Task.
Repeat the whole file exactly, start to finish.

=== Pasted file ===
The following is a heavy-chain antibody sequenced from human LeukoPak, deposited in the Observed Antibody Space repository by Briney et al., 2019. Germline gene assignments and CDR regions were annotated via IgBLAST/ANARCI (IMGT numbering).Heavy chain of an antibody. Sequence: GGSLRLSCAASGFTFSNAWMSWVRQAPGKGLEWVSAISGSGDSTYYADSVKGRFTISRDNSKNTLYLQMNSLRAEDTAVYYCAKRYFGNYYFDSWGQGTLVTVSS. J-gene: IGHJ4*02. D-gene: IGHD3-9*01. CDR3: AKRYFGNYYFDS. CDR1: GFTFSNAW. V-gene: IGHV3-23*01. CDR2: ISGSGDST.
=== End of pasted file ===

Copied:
The following is a heavy-chain antibody sequenced from human LeukoPak, deposited in the Observed Antibody Space repository by Briney et al., 2019. Germline gene assignments and CDR regions were annotated via IgBLAST/ANARCI (IMGT numbering).Heavy chain of an antibody. Sequence: GGSLRLSCAASGFTFSNAWMSWVRQAPGKGLEWVSAISGSGDSTYYADSVKGRFTISRDNSKNTLYLQMNSLRAEDTAVYYCAKRYFGNYYFDSWGQGTLVTVSS. J-gene: IGHJ4*02. D-gene: IGHD3-9*01. CDR3: AKRYFGNYYFDS. CDR1: GFTFSNAW. V-gene: IGHV3-23*01. CDR2: ISGSGDST.